Vintage Pulp May 14 2010
WITNESS FOR THE PERSECUTION
1958 Whisper cover cleverly promises readers intensified efforts digging up celebrity dirt.

That was quick, wasn’t it? Here’s another Whisper, this one from May 1958, which is an important date because it was the month that original publisher Robert Harrison sold out to a publishing group led by Sy Steirman. Peter Driben’s monthly cover art had disappeared years before, but this clever inversion of the maxim about three monkeys that hear no evil, see no evil, and speak no evil almost makes up for Driben’s absence. And what we like best about it is that the idea is conveyed with no words at all. With a glance, readers knew the new Whisper would be getting deep down in the Hollywood muck to entertain them. But the magazine did not exactly live up to that promise, because it had already been sued for obscenity. Steirman actually toned Whisper down, and newstand sales suffered. Whisper lasted for another fifteen years, but was never again the imprint that struck terror into the hearts of Hollywood celebs.

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History Rewind
The headlines that mattered yesteryear.
December 22
1972—Plane Crash Victims Found in Andes
The Chilean Air force locates fourteen survivors from a plane that had crashed in the Argentine Andes two months earlier. Four days after the rescue, a Santiago, Chile newspaper alleges that the survivors became cannibals to ward off starvation. The surviving group confirms that they ate human flesh at a press conference two days later.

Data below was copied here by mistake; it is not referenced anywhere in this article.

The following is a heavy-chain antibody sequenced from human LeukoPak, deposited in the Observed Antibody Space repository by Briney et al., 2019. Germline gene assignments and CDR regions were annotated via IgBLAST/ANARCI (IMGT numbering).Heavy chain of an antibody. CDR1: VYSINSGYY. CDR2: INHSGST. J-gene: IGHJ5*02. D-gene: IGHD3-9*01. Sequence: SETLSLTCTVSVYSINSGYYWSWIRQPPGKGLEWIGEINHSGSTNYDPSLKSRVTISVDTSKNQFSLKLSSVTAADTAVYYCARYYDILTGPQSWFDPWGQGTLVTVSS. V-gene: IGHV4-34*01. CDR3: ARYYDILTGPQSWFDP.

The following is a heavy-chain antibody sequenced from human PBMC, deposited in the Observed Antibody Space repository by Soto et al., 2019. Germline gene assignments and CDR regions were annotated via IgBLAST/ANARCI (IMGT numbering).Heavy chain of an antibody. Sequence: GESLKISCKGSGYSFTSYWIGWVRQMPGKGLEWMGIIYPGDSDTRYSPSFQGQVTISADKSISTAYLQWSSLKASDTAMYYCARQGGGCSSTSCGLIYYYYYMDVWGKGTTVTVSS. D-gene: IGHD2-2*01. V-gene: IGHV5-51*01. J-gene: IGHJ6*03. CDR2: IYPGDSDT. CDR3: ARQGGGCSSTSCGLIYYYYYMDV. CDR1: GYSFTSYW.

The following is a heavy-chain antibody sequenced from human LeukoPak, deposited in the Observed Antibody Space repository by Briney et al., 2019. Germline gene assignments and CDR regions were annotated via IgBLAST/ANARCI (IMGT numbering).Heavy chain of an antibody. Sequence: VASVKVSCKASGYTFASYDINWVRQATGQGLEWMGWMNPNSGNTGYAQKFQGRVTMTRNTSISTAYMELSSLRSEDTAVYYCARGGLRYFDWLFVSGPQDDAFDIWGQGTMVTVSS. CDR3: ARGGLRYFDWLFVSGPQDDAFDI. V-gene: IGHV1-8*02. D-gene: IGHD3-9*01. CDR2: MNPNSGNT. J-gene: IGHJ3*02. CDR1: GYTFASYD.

December 21
1958—de Gaulle Elected President of France
World War II hero General Charles de Gaulle is elected President of France by an overwhelming majority. During his time he leads France to develop nuclear weapons, ends the French presence in Algeria, and survives several assassination attempts. He eventually retires to Colombey-les-Deux-Eglises, in north-east France, and dies from a heart attack on 9 November 1970.
December 20
1989—U.S. Invades Panama
The United States invades Panama with the goal of overthrowing the dictatorship of Manuel Noriega. Noriega had been a CIA agent for many years, and because of this special status, U.S. drug authorities had turned a blind eye toward his activities, which included helping to create a crack cocaine epidemic in American inner cities. In 1988, Senator John Kerry's Subcommittee on Terrorism, Narcotics and International Operations concluded that the Noriega saga represented one of the most serious foreign policy failures in U.S. history.

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